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How-to: Strudel dough

Monday, January 31, 2011

I haven't even begun to scratch the surface of Larousse Gastronomique which I've had for almost six months now. There is so much to read and so many interesting items to mull over.

New Larousse GastronomiqueI mention the book because I am writing about my meeting with Joël Robuchon for my newspaper and he happens to be the Gastronomic Committee president of the new Larousse. I should have carried it with me to Singapore last October and got M. Robuchon to sign it, but this book is so thick and heavy, it needs its own wheelie bag! The master chef is opening three restaurants at Resorts World Sentosa and was there to check up on the progress. The press were told the eateries would be open sometime in February, but nothing has been confirmed yet. (My story is slotted for sometime next month as well and a link to the pdf of the printed version will be up – in the sidebar – when it comes out.)

I still can't believe I met Joël Robuchon. You read about him and admire him on paper, and then you actually come face-to-face – that's the kind of highlight you look forward to in your job. While I kept my professional journalist composure throughout the interview, when it was over, I was like some wide-eyed pop idol fan the way I trotted up and asked to have a photograph taken with him. He was very obliging and even put a hand over my shoulder.

Robuchon and the Fan's Right Ear
So, back to Larousse Gastronomique. After browsing through it for a while now, I thought preparing a dish from one of the recipes in the book should be the next step ­­– something with ingredients I always have in the house. And that would, of course, be some sort of bread or cake. The apple strudel is a little bit of both.

Strudel must be made with bread flour, says Larousse, because the dough needs to be stretched into a thin sheet and only a strong flour will allow that. I wondered about the vinegar in the dough. There are recipes that don't contain vinegar and other that do but I can't find an explanation for why the ingredient is included. Usually there would also be bicarbonate of soda and the two would react to give lift as in certain cakes and breads. If anyone can help me on this, I would be most grateful. Perhaps I should email Monsieur Robuchon and ask him since we've become ;-D great chums...

Larousse Gastronomique, while encyclopedic in nature, doesn't often give detailed recipe instructions. It must be assumed that readers will already be familiar with cooking concepts and methods. Anyway, more information would make the book even thicker and heavier! I've laid out the strudel recipe in customary format for ease of reading, but have adapted the recipe from Larousse and elaborated on the method after reading up on strudel-making.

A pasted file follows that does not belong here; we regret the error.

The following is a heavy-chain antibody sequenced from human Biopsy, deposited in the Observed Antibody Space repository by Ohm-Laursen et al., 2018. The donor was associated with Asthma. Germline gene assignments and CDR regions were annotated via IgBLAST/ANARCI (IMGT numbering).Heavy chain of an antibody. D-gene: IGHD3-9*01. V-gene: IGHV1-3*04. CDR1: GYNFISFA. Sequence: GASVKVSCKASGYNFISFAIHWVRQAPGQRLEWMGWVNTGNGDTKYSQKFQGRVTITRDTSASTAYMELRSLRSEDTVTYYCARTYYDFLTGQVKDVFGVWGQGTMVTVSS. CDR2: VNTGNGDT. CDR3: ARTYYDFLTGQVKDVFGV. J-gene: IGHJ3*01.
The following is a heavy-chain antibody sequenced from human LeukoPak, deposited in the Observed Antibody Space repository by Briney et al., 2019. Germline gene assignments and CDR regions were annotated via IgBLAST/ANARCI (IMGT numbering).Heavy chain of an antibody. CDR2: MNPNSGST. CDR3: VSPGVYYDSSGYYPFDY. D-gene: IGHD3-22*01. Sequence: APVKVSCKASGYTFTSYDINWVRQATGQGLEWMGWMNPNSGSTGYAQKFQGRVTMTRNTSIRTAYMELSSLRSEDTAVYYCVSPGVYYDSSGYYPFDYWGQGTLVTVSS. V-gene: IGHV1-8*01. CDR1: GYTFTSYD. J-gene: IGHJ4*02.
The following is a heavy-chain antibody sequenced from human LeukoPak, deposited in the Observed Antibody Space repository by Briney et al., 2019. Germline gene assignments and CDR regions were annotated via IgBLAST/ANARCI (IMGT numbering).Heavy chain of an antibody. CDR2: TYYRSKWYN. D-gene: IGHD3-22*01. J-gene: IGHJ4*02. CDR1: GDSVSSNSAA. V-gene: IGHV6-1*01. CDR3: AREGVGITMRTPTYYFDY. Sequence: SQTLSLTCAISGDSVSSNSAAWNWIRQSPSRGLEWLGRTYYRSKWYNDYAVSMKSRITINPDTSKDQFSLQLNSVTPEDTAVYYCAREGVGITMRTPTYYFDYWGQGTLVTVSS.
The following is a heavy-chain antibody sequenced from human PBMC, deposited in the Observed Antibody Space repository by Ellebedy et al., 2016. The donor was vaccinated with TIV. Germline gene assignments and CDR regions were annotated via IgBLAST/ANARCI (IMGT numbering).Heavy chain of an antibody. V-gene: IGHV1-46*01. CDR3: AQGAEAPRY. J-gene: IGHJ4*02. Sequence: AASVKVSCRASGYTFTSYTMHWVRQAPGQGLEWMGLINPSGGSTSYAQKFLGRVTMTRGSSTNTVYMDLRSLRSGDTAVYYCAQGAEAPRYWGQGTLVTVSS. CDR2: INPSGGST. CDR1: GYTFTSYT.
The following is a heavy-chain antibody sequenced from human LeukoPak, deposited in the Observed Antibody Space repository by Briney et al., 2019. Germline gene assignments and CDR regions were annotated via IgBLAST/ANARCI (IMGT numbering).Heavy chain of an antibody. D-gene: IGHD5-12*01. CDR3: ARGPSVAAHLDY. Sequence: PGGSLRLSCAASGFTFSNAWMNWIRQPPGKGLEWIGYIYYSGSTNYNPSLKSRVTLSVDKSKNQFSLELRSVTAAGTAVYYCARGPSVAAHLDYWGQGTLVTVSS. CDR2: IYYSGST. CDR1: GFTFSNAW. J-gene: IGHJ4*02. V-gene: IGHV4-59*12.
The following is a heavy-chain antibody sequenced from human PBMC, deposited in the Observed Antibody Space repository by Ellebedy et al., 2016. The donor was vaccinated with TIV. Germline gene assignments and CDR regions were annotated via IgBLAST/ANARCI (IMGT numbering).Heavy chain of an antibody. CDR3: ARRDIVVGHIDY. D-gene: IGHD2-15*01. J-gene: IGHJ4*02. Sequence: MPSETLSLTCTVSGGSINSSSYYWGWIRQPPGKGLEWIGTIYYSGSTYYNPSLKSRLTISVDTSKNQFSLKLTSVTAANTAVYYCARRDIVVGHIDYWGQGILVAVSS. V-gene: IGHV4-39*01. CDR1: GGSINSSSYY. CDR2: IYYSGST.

Site check: has pictures on how to stretch the dough, and Diana's Kitchen has instructions without pictures, but with a good description of the process. Baking911 has recipes for several fillings and suggests holding a "strudel bee": get some friends over to help with stretching the dough! I've tried to record each step in pictures myself.

Adapted from Larousse Gastronomique
Serves 8-10

250g strong plain (bread) flour
150ml tepid water
Pinch of salt
1 teaspoon vinegar
1 egg yolk
1 tablespoon oil

200g dried fruit (raisins, chopped dates and crystallised ginger)
1 tablespoon rum (optional)
1kg cooking apples
3 tablespoons caster sugar
75 melted butter, plus extra for brushing
A handful of breadcrumbs
100g chopped walnuts
2 tablespoons milk
Icing sugar for dusting

(B) – combined
2 teaspoon cinnamon
8 tablespoons soft brown sugar

  • Place flour in the bowl of an electric mixer; add the rest of the dough ingredients. Mix with a wooden spoon until the dough comes together. Using the mixer's dough hook, knead until the dough is smooth and elastic (Pix 1) but still tacky (Pix 2), about 8 minutes. Scoop up into a small bowl, cover with cling film and leave for 1 hour at room temperature, then place in the fridge overnight. When ready to make strudel, remove dough from fridge and allow to come to room temperature, about 1 hour.
  • Combine the dried fruit with the rum, if using; set aside for 30 minutes. Peel and finely dice the apples; sprinkle with caster sugar. Mix dried fruit and apples together.
  • Spread a large floured tea towel or sheet on a large table you can walk around; place the dough on it. Flour a rolling pin and roll out the dough into a rough rectangle (Pix 3). Flour the back of your hands, make fists and place them under the sheet of dough. Stretch the dough carefully using your knuckles (Pix 4), pulling your hands gently apart. Move around the table to work from all sides. Brush with extra melted butter, then keep on stretching it until it is very thin, taking care not to tear it; you should be able to see through the dough. Trim the edges to the shape of a large even rectangle (Pix 5). Use the trimmings to make a another, smaller strudel.
  • Lightly brown the breadcrumbs and walnuts in 75g melted butter; spread this mixture evenly over the dough. Sprinkle with the fruit (try not to include too much liquid), then dust with the cinnamon-sugar mixture (Pix 6). Fold the two outer sides in, then, using the tea towel/sheet, roll up the dough carefully to enclose all the ingredients (Pix 7). Slide the strudel on to a buttered baking sheet. Brush with the milk (Pix 8). It's all right if the strudel does not lie straight; it can be curled to fit the tray.
  • Cook in a preheated oven at 200°C for 40-45 minutes. When golden, take it out of the oven, dust with icing sugar and serve lukewarm.

1 comment:

  1. Wow! that is quite a feat! Bet it's very good with all the fruity ingredients in it. Going to bookmark this for future project:D Thanks for sharing...GONG XI FA CAI to you and your family too!


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